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The East African Rift System – A View from Space

Remote sensing data has given a unique perspective on the East African Rift System, allowing both large regional structures and more subtle features to be identified and placed in context
This article appeared in Vol. 8, No. 4 - 2011

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Geological interpretation overview of the East African Rift System, illustrating surface structure and stratigraphy completed using Earth Observation data. Source: Astrium/ArcGlobe  
East Africa, overlooked in terms of its hydrocarbon potential for many years, is increasingly viewed as an exploration hot spot, with recent discoveries in the Albertine Rift and offshore Tanzania leading to a resurgence in interest. Dominated by the East Africa Rift System (EARS), the region has a complex geological history and provides the potential to bring together modern techniques to aid geological understanding and to help efficiently target hydrocarbon exploration.  

One technique particularly suited to frontier exploration is the use of medium resolution Earth Observation data in the form of satellite imagery and Digital Elevation Models (DEMs). These geo-information datasets can contribute in two main ways. Firstly, optical satellite imagery and DEMs can provide information on surface structure, geomorphology and stratigraphy, enabling a consistent regional interpretation of the surface geology to be undertaken. Secondly, radar imagery can assist in the identification of natural oil seeps that have been reported both offshore and on many of the rift lakes such as Albert, Tanganyika, and Nyasa (Malawi).  

Astrium has recently completed an ambitious project to interpret the complete EARS, an area of approximately four and a half million square kilometres, at a scale of between 1:100,000 to 1:500,000. The project incorporates a broad range of territories including, from north to south; Eritrea, Djibouti, Somaliland, Eastern Ethiopia, south-east Sudan, Uganda, Kenya, Rwanda, Burundi, eastern border area of Democratic Republic of Congo, Tanzania, Malawi, Mozambique, and the border zones of Zambia, Swaziland and South Africa. 
 

Active Continental Rift Zone

The EARS is an active continental rift zone with an elongate morphology, extending approximately 5,000km from the triple plate junction of the Afar Triangle in Ethiopia to the Inhambane region in Mozambique. Dominated by extensional faulting, the area is characterised by two main rifting trends, defined as the Eastern and Western Branches, with several phases of superimposed rifting having occurred.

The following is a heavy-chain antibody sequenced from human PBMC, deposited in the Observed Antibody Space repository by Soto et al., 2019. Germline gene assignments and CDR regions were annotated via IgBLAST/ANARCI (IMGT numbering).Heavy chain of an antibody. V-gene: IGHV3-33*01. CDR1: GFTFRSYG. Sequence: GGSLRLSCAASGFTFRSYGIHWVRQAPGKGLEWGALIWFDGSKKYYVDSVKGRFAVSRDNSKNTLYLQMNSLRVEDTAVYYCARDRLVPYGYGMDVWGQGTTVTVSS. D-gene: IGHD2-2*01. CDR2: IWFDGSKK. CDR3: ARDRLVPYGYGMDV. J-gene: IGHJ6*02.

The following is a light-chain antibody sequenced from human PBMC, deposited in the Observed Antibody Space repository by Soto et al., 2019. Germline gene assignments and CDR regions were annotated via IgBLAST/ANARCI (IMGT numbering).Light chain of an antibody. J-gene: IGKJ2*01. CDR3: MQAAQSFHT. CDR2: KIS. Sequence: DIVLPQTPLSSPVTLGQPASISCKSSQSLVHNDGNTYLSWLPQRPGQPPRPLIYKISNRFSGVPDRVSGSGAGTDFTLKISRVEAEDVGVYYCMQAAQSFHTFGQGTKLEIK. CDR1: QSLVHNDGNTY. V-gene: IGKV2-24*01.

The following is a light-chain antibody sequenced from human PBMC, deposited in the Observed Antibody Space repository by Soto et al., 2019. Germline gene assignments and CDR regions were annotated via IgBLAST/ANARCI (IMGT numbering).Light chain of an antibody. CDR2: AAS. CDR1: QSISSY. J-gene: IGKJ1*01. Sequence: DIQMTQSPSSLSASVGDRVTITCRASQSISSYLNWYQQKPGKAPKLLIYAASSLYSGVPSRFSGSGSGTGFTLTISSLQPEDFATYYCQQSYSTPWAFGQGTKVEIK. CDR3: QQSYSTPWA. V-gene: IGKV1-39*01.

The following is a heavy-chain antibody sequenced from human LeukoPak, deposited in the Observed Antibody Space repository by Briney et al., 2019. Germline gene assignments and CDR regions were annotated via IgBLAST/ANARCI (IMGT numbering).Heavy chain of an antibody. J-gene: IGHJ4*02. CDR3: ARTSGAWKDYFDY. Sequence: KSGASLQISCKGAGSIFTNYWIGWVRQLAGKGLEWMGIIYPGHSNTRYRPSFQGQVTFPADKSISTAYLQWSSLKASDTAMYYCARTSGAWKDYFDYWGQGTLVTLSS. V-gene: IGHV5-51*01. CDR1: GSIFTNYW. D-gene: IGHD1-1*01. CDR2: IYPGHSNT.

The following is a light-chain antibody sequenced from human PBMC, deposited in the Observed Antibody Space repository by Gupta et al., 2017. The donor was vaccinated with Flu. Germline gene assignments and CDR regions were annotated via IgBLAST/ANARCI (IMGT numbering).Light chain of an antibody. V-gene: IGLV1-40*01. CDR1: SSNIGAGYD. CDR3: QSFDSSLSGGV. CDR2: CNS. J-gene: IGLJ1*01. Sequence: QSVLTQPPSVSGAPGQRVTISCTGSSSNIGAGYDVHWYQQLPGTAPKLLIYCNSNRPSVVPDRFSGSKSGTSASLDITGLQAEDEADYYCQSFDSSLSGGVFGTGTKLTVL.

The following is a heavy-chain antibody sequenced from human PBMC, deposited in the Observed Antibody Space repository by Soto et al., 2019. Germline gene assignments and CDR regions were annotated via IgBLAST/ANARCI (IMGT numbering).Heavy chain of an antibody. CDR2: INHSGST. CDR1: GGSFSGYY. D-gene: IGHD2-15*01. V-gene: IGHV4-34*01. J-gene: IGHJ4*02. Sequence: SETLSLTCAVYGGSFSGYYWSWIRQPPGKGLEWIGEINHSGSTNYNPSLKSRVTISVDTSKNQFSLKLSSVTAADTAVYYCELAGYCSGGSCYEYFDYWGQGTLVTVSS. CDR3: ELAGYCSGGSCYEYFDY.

When studied in detail, the full complexity of the rift system becomes clear. As well as the main rift structure, smaller grabens are also apparent, running parallel or branching from the main rift feature. The orientations of the rift basin and grabens are controlled by the tectonic regimes the region has experienced since the Late Permian. By far the most significant control on the current rift morphology is the Tertiary to Quaternary rifting, manifested in the general north-south orientation of the rift structure. This dominant trend truncates structures formed during previous rifting events, namely the Late Permian to Early Jurassic ‘Karoo’ events and the Cretaceous event. Karoo rift basins are concentrated in the south of the EARS, predominantly in Mozambique and Tanzania, and include the north-north-east trending Luangwa rift and the Selous graben, trending north-east to south-west.  

The East Africa Rift lakes form striking elongate features on the satellite imagery, with well-reported surface oil seeps on many of the larger water bodies. Many of the smaller lakes are also thought to have oil seeps. Radar imagery was used to screen for the presence of natural oil seeps and to try and establish the spatial pattern of oil seepage between individual lakes.  
 

Main Rifting Events 



Geological Interpretation for the low-lying area Afar triangle region, a result of the tectonic triple junction, where the spreading ridges of the Eastern Branch of the EARS merge with those from the Gulf of Aden and Red Sea. A dense network of extensional faulting can be identified with complex cross cutting relationships due to multiple spreading episodes along the plate margins. Volcanics of Quaternary and Tertiary age dominate the area, with a number of historically active volcanoes in the region. Fluvial and lacustrine sedimentary rocks of Quaternary age occupy low-lying areas formed by numerous small grabens and half graben structures. Interpretation over the Central Sections of the Eastern Rift Branch.  In the north the rift trends NE-SW, then NNE-SSW at the Ethiopia-Kenya border before deflecting N-S at Lake Baringo. The radiating fault pattern associated with the Kenya dome can be seen in the southern part of the image. Major structural features and lakes of East African Rift System. White lines represent the generalised locations of the main bounding faults of the rift grabens. NE-SW trending Karoo grabens represent the Early Permian to Early Jurassic phase of rifting, such as the Luangwa Valley and Ruhuhu Graben. Late Jurassic to Cretaceous rifting is represented by the NW-SE trending Anza Rift, Kenya, along trend from the Sudanese Muglad Basin. Tertiary–Quaternary rifting is orientated N-S and truncates the earlier rift structures. The green line illustrates the extent of the onshore interpretation. Source: Astrium/ArcGlobe.  Rifting events took place in the Permian to Jurassic, Cretaceous and Tertiary-Quaternary periods. The older Karoo grabens represent the Early Permian to Early Jurassic phase of rifting trending north-east to north-north-east (Selous Graben, Luangwa Valley, Mpotepote Basin, Metangula Basin) or east-west (Upper Zambezi, Tete Basin), or occasionally north-west (north-west flank of Lake Malawi/Nyasa, the Kalemie Basin off Lake Tanganyika). Late Jurassic to Cretaceous rifting is represented by the north-west to south-east trending Anza Rift in Kenya, and a continuation of the Sudanese Rifts such as the Muglad Basin. North-south trending Tertiary rifting in the Turkana Depression, located between the Afar and Kenya Domes, truncates this Mesozoic rifting event.